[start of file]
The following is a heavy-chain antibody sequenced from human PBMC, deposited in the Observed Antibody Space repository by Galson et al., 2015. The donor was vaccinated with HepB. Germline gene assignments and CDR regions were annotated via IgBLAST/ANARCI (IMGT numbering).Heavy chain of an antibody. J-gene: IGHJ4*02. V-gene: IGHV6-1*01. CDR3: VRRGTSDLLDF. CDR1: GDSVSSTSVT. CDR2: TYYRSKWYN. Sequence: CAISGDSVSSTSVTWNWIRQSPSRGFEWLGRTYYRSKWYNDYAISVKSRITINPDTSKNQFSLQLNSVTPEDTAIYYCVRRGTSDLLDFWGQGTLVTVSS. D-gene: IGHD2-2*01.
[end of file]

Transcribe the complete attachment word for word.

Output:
The following is a heavy-chain antibody sequenced from human PBMC, deposited in the Observed Antibody Space repository by Galson et al., 2015. The donor was vaccinated with HepB. Germline gene assignments and CDR regions were annotated via IgBLAST/ANARCI (IMGT numbering).Heavy chain of an antibody. J-gene: IGHJ4*02. V-gene: IGHV6-1*01. CDR3: VRRGTSDLLDF. CDR1: GDSVSSTSVT. CDR2: TYYRSKWYN. Sequence: CAISGDSVSSTSVTWNWIRQSPSRGFEWLGRTYYRSKWYNDYAISVKSRITINPDTSKNQFSLQLNSVTPEDTAIYYCVRRGTSDLLDFWGQGTLVTVSS. D-gene: IGHD2-2*01.